Could I connect a device that requires minimum 5V 1A from the 5V Pin to the Ground and somehow turn it off inside a sketch?
edit: I'm using a Due based boad, the digix http://digistump.com/wiki/digix/tutorials/basics
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You would use a transistor. Something like this would work.
In this case the Arduino controls a transistor to drive a brushless motor.
Source: Arduino Cookbook: (https://www.inkling.com/read/arduino-cookbook-michael-margolis-2nd/chapter-8/figure-8-9)
Update: For the sake of clarity I should point out that the TIP102 is the device to use for the 1A required (not the 2N2222). And as pointed out by others the 5V supply of most Arduino boards would not be sufficient to supply 1A, so an external supply would be advised.
Short answer: NO. It would fry your Arduino.
The current of Arduino pins is very limited (40mA max on UNO).
If you need to draw 1A, then you need a transistor between the Arduino pin and your device.
In such case, what you would normally do is:
Note that you don't need to use an analog pin for that, a logical pin is enough if you just want to switch the device on or off.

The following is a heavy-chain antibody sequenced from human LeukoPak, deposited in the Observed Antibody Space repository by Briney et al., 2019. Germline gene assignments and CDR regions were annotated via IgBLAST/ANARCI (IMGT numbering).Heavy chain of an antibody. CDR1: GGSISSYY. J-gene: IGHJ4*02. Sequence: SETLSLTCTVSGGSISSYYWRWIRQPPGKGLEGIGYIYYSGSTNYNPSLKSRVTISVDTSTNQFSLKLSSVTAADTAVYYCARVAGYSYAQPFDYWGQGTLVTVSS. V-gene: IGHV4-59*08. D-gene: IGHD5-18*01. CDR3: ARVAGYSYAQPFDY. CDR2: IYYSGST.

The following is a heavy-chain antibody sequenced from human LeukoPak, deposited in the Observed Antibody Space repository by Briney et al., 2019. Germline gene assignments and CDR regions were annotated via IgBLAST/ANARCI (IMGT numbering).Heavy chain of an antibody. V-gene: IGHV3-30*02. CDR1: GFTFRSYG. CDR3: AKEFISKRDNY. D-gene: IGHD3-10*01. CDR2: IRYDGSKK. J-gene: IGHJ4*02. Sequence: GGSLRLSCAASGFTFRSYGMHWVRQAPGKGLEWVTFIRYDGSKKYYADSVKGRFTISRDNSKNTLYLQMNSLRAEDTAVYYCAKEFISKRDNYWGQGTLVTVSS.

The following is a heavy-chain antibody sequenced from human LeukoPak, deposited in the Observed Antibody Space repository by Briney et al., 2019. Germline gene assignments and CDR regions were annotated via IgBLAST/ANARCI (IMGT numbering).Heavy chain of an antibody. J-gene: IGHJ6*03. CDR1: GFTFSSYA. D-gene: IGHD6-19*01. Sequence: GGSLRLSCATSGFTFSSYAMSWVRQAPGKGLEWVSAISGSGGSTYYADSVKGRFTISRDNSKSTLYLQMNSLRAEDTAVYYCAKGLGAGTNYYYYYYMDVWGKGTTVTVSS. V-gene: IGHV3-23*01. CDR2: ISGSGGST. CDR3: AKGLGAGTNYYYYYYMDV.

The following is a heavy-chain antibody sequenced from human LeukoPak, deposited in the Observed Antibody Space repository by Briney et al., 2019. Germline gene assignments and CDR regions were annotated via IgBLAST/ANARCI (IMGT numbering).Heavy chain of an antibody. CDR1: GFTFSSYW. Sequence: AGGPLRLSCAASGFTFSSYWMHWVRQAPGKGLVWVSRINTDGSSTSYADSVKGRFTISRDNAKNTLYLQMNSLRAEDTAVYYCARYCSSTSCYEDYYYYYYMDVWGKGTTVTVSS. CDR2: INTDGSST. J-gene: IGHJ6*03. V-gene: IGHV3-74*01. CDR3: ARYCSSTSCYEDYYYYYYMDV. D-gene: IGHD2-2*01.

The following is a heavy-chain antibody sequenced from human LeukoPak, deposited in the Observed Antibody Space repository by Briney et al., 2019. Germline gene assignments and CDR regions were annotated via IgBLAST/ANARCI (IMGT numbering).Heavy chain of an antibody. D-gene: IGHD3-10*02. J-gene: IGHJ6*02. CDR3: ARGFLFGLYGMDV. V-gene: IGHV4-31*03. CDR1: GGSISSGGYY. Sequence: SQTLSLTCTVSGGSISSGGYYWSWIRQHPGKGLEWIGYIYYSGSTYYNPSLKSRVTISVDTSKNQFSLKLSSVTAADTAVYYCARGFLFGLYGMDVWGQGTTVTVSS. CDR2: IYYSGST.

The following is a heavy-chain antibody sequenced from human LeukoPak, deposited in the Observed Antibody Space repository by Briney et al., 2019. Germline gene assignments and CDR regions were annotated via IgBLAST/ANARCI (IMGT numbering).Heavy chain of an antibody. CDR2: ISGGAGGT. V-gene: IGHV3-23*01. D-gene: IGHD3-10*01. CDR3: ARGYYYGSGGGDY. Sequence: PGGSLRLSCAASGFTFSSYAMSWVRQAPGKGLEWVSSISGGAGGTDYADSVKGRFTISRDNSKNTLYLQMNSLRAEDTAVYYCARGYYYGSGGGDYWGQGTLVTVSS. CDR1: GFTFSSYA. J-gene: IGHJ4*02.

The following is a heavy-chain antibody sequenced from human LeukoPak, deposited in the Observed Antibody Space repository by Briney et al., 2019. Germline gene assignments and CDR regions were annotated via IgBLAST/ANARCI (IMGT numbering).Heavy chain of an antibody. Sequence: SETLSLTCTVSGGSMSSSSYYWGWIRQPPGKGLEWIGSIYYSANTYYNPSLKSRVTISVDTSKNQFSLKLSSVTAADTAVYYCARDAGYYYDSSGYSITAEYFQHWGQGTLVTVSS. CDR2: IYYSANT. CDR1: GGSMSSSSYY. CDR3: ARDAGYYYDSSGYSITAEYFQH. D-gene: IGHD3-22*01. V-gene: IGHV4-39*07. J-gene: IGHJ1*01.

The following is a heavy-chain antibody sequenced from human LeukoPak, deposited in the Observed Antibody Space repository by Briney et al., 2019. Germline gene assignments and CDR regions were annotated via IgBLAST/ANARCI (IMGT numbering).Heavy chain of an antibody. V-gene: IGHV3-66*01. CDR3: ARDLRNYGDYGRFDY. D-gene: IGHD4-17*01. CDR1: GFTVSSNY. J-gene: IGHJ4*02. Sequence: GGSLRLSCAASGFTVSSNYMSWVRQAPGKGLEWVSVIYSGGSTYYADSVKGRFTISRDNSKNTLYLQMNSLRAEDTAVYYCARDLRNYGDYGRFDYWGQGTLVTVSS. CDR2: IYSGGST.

Now notice that I specified a 5V 1A supply, that should normally be distinct from the 5V pin of the Arduino.
So the next question is: can you draw 1A out of the Arduino 5V pin?
The Arduino UNO page does not specify the current limitation on that pin. However it mentions the following:
5V.This pin outputs a regulated 5V from the regulator on the board. The board can be supplied with power either from the DC power jack (7 - 12V), the USB connector (5V), or the VIN pin of the board (7-12V).
So the max current on this pin depends on 2 factors:
If you use USB as power supply, then you are limited to 500mA as stated in the Arduino UNO page:
The Arduino Uno has a resettable polyfuse that protects your computer's USB ports from shorts and overcurrent. Although most computers provide their own internal protection, the fuse provides an extra layer of protection. If more than 500 mA is applied to the USB port, the fuse will automatically break the connection until the short or overload is removed.
If you use an external power supply that provides at least 1A, then we have to find out the max current by ourselves.
If we take a look at Arduino UNO schematics, then we see that this regulator is referenced as "NCP1117ST50T3G" (this is "U1" on the top-right corner).
The spec sheet for this regulator mentions that it can supply 1.0A.
So in theory, that should work, however, you also have to consider that this regulator also supplies current to the Arduino borard itself and all its pins.
If you love your Arduino and don't want to fry it, you should probably stay away from using its 5V pin for your purposes.
Now if you're open to experiment, you may try it :-)